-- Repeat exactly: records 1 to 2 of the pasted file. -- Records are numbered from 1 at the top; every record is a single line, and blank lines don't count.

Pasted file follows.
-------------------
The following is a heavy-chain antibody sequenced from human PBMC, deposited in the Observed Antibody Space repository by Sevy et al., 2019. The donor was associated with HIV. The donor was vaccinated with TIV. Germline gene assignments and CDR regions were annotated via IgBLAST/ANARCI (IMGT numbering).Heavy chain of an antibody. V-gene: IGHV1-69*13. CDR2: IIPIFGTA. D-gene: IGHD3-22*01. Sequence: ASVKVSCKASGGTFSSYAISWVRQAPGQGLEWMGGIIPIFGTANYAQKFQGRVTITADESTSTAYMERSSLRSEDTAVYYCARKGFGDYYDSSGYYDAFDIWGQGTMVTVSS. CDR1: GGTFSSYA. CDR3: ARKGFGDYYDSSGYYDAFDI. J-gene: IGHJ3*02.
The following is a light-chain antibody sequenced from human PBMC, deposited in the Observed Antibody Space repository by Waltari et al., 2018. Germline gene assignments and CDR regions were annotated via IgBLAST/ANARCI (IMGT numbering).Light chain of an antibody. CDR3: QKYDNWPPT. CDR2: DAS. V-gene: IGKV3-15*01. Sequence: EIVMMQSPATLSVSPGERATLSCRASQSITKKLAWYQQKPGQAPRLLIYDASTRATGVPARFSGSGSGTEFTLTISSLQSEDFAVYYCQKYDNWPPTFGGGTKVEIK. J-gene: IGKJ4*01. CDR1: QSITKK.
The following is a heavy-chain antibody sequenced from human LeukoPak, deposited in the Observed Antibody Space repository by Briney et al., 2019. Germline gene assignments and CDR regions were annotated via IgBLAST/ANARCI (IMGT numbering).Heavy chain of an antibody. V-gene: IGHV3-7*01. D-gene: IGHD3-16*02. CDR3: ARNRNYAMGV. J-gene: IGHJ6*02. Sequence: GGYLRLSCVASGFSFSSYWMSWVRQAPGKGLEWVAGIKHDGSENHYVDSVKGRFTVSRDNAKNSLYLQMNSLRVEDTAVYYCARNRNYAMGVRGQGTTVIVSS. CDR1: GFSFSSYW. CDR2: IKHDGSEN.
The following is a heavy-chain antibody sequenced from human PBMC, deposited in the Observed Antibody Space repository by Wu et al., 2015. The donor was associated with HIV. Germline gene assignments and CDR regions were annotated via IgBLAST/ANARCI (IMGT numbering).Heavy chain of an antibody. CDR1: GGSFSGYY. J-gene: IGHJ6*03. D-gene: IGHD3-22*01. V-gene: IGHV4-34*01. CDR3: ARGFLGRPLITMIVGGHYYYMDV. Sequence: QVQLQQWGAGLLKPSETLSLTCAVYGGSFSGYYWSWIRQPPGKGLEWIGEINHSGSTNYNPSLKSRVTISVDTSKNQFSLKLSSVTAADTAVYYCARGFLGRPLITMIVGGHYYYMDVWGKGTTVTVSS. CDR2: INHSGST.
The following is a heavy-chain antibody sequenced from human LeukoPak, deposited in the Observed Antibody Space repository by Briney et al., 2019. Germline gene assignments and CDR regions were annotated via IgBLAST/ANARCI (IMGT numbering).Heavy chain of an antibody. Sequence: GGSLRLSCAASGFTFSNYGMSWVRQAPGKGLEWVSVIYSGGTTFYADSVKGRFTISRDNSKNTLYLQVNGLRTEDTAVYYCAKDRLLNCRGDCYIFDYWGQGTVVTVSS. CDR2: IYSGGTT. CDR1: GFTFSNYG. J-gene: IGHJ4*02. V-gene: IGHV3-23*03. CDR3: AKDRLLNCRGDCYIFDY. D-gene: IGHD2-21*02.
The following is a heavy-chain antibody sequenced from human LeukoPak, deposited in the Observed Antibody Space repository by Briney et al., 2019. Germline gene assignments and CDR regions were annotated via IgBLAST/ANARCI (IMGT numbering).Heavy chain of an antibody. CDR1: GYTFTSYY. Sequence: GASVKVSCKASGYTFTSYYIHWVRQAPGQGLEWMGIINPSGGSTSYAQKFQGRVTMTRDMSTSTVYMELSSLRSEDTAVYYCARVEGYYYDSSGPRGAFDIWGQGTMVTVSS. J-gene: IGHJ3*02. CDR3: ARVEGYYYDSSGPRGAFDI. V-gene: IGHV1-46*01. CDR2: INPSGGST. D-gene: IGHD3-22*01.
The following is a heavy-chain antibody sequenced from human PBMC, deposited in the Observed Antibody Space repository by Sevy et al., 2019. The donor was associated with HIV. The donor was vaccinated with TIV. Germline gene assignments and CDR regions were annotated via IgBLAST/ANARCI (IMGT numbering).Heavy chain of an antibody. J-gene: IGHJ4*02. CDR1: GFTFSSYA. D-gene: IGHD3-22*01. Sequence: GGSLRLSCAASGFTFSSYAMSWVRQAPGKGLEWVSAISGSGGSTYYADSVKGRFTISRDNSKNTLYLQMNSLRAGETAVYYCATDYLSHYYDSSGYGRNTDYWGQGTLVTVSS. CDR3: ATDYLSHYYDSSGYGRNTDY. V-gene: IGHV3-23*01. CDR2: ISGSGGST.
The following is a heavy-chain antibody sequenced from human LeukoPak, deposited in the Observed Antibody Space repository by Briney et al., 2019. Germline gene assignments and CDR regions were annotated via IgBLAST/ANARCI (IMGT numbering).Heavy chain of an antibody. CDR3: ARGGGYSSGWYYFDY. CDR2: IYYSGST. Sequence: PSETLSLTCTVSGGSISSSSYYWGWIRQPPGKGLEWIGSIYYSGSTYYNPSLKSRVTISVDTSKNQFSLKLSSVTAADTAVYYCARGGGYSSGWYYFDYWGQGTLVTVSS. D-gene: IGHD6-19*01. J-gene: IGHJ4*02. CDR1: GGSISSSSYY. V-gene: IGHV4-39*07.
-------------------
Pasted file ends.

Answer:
The following is a heavy-chain antibody sequenced from human PBMC, deposited in the Observed Antibody Space repository by Sevy et al., 2019. The donor was associated with HIV. The donor was vaccinated with TIV. Germline gene assignments and CDR regions were annotated via IgBLAST/ANARCI (IMGT numbering).Heavy chain of an antibody. V-gene: IGHV1-69*13. CDR2: IIPIFGTA. D-gene: IGHD3-22*01. Sequence: ASVKVSCKASGGTFSSYAISWVRQAPGQGLEWMGGIIPIFGTANYAQKFQGRVTITADESTSTAYMERSSLRSEDTAVYYCARKGFGDYYDSSGYYDAFDIWGQGTMVTVSS. CDR1: GGTFSSYA. CDR3: ARKGFGDYYDSSGYYDAFDI. J-gene: IGHJ3*02.
The following is a light-chain antibody sequenced from human PBMC, deposited in the Observed Antibody Space repository by Waltari et al., 2018. Germline gene assignments and CDR regions were annotated via IgBLAST/ANARCI (IMGT numbering).Light chain of an antibody. CDR3: QKYDNWPPT. CDR2: DAS. V-gene: IGKV3-15*01. Sequence: EIVMMQSPATLSVSPGERATLSCRASQSITKKLAWYQQKPGQAPRLLIYDASTRATGVPARFSGSGSGTEFTLTISSLQSEDFAVYYCQKYDNWPPTFGGGTKVEIK. J-gene: IGKJ4*01. CDR1: QSITKK.